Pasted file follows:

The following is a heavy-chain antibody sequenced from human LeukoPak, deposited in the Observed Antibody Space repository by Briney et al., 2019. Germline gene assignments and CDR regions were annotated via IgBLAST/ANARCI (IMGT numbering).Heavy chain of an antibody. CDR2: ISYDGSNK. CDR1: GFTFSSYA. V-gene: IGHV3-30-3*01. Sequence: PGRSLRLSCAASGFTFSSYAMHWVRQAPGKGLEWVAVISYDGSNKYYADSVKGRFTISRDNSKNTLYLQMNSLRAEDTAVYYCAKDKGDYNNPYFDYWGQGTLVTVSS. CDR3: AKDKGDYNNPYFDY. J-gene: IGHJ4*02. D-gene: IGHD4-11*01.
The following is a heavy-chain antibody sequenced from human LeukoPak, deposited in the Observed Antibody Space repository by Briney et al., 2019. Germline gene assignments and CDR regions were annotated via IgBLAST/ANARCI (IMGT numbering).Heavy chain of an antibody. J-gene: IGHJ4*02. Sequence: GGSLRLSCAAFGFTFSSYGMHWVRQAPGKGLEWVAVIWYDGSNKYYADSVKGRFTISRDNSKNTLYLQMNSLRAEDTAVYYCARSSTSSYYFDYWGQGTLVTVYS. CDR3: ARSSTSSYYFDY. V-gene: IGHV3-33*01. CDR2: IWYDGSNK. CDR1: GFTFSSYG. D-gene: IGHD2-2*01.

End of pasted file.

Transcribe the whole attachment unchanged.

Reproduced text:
The following is a heavy-chain antibody sequenced from human LeukoPak, deposited in the Observed Antibody Space repository by Briney et al., 2019. Germline gene assignments and CDR regions were annotated via IgBLAST/ANARCI (IMGT numbering).Heavy chain of an antibody. CDR2: ISYDGSNK. CDR1: GFTFSSYA. V-gene: IGHV3-30-3*01. Sequence: PGRSLRLSCAASGFTFSSYAMHWVRQAPGKGLEWVAVISYDGSNKYYADSVKGRFTISRDNSKNTLYLQMNSLRAEDTAVYYCAKDKGDYNNPYFDYWGQGTLVTVSS. CDR3: AKDKGDYNNPYFDY. J-gene: IGHJ4*02. D-gene: IGHD4-11*01.
The following is a heavy-chain antibody sequenced from human LeukoPak, deposited in the Observed Antibody Space repository by Briney et al., 2019. Germline gene assignments and CDR regions were annotated via IgBLAST/ANARCI (IMGT numbering).Heavy chain of an antibody. J-gene: IGHJ4*02. Sequence: GGSLRLSCAAFGFTFSSYGMHWVRQAPGKGLEWVAVIWYDGSNKYYADSVKGRFTISRDNSKNTLYLQMNSLRAEDTAVYYCARSSTSSYYFDYWGQGTLVTVYS. CDR3: ARSSTSSYYFDY. V-gene: IGHV3-33*01. CDR2: IWYDGSNK. CDR1: GFTFSSYG. D-gene: IGHD2-2*01.